Josh Clemente (41:00) And so once you see that and you realize, “Oh! So this thing that I’ve been doing that I actually don’t even really enjoy all that much, eating oatmeal every morning, is not actually great for me and if I just have this other thing like avocado toast or a couple eggs, that response and the qualitative experience I have afterwards and also the quantitative risk associated with having these inflammatory blood sugar spikes, completely changes.” And so that’s the type of realization.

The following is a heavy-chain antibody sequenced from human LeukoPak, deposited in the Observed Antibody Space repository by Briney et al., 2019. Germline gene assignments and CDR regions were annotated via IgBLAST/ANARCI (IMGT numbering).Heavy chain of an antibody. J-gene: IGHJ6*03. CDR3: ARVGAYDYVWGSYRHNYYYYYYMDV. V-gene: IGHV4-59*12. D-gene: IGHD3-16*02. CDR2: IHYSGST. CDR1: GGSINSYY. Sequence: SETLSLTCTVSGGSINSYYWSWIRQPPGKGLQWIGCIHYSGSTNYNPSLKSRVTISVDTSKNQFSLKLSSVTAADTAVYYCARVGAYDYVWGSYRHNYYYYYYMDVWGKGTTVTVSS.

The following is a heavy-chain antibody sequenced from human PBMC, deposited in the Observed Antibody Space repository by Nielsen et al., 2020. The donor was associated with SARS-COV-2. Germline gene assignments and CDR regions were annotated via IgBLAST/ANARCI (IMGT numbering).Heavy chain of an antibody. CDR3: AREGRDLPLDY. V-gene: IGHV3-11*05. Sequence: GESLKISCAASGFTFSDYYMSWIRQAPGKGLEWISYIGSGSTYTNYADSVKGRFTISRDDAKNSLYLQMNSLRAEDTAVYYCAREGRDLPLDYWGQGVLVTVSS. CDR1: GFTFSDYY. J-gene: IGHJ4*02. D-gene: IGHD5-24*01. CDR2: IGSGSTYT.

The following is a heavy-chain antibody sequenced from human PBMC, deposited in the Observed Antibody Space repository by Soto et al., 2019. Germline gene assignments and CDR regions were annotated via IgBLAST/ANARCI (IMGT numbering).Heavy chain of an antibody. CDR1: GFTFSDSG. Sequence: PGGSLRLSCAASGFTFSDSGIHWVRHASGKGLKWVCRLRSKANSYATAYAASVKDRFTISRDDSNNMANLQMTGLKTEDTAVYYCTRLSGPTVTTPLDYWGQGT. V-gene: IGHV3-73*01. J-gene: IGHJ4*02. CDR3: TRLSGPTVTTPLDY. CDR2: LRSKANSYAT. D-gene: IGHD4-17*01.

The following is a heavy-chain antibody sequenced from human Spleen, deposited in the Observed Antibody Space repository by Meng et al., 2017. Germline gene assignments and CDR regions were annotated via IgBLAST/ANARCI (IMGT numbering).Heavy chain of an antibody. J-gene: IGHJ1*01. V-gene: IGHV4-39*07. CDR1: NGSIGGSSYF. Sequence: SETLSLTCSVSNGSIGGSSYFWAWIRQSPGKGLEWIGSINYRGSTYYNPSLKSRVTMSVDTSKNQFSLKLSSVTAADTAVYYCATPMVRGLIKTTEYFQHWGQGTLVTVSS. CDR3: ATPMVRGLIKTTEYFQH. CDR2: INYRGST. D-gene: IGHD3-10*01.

Josh Clemente (41:26) Another one is just seeing the difference between a pressed juice where all the fiber is stripped out of fruits and vegetables versus eating the whole fruits and vegetables on their own. The difference is staggering. And so people are oftentimes thinking, if fruits and vegetables are good for me in small quantities, they must be really good for me in large quantities. So you grab this large juice as an alternative to something sugary and quote unquote, “unhealthy” and oftentimes, people have the exact same blood sugar response to this press juice as they would to, for example, a milkshake or a soda. And so it’s important for people to realize that everything is nuanced, balance is important and with the data you can start to navigate these decisions with real concrete competence.